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Thanks for checking in. We all know life can be EXTREMELY complicated. I blog about recognizing and removing the barriers that sabotage our living well. 

- Nobody had perfect parents, so we all have issues.
- We struggle to keep up with work, personal goals, staying healthy, and all kinds of relationships.
- Our minds are busy, and they seem to often work against us.
- At the end of many days, we're disappointed about what didn't get done, how we failed, what we should have done.

So I blog about increasing personal awareness and finding balance so we can cut ourselves some slack. Let's stay grounded as we move forward in manageable steps. Perspective is everything, and I try to see around the corners so we can leverage what we've already got into more of what we want.

Follow me and give me feedback. You inspire me, and I'll try to inspire you. 

Saturday, February 11, 2012

We're natural beings!

Now and then I feel out of sorts-- like this week. So I went to see my herbalist, Margie Mulholland (http://timberlakeherbstore.com/). Finding Margie was one of the most serendipitous events of my life because I feel like she's kept me alive. (If not alive, at least fully functioning.) What Margie teaches is that we are natural beings whose physical and emotional well-being is intimately tied to our natural environment.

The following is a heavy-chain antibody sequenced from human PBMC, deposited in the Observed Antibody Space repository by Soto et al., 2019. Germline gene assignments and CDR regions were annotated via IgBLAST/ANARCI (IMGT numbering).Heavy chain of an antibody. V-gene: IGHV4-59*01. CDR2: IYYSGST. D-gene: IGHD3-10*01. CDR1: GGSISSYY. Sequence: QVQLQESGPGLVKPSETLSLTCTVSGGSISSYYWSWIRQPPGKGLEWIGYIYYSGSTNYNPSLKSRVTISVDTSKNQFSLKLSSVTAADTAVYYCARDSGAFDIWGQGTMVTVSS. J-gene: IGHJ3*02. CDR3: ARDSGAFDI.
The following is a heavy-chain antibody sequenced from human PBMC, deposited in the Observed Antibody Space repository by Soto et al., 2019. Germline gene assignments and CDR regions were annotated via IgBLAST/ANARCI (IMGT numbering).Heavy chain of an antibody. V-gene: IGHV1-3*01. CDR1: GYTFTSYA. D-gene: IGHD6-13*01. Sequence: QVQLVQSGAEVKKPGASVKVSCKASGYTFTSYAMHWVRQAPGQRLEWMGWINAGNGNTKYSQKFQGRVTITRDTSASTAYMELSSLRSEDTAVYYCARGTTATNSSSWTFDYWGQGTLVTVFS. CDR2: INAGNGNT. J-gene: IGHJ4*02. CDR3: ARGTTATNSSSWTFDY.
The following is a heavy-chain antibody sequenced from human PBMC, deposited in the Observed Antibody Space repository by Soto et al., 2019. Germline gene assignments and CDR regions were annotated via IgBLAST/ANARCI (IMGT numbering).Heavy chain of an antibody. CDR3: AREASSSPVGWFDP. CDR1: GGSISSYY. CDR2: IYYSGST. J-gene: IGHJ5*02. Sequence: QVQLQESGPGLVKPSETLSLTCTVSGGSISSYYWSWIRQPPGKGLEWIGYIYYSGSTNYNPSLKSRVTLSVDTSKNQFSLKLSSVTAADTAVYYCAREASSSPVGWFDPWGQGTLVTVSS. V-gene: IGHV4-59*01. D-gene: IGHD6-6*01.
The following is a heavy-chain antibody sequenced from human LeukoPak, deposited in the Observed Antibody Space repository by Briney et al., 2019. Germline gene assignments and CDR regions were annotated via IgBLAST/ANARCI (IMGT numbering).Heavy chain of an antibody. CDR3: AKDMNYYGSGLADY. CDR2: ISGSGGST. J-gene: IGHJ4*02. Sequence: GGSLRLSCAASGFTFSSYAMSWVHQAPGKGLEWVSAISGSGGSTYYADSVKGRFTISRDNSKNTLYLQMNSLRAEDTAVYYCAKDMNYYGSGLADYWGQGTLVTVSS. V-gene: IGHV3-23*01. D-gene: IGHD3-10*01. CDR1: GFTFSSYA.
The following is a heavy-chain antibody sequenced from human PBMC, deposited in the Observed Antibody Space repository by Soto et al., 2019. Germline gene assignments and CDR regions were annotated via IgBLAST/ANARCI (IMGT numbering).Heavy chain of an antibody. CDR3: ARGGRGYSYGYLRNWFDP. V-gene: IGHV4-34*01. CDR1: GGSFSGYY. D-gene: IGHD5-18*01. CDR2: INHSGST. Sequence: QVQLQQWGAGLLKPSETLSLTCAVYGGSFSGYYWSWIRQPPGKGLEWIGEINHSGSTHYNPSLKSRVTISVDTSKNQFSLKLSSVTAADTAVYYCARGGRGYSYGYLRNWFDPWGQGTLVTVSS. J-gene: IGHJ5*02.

So lately I'd been eating lots of fruit and salads and feeling just awful. Margie reminded me that if I go to the farmers' market, I won't find such things there. So that's not what my body needs right now. It's winter, and it's kidney season (Yes, our bodies have seasons. Liver season is next.) I need  warm things-- greens, squash, chard, beans, and soups, etc. I made the changes and started to feel better. (I'm at an artists' conference as I write.)

My point is that we have so many options in this age of instant everything. We have access to whatever we can afford-- from practically anywhere around the world. But just because we can have it doesn't mean we should have it. If we want good health, we have to learn as much about our bodies as we do about our all the other things we love. When we do, we can often generate our own healing.

                                                  Margie told me about the daikon radish. Now doesn't that look delicious?


 " It is also rich in enzymes that help in digesting fats and starchy foods.  There have been a few studies which indicate that Daikon may have some benefit in fighting or preventing cancer. Daikon is a good source of many of the same compounds that give broccoli its anti-cancer reputation.  And finally, it’s an excellent source of  phosphorus, potassium and vitamin C  – a great immune booster this time of year" (http://www.cook4seasons.com/archives/daikon-radish-confetti-salad/#more-2545).

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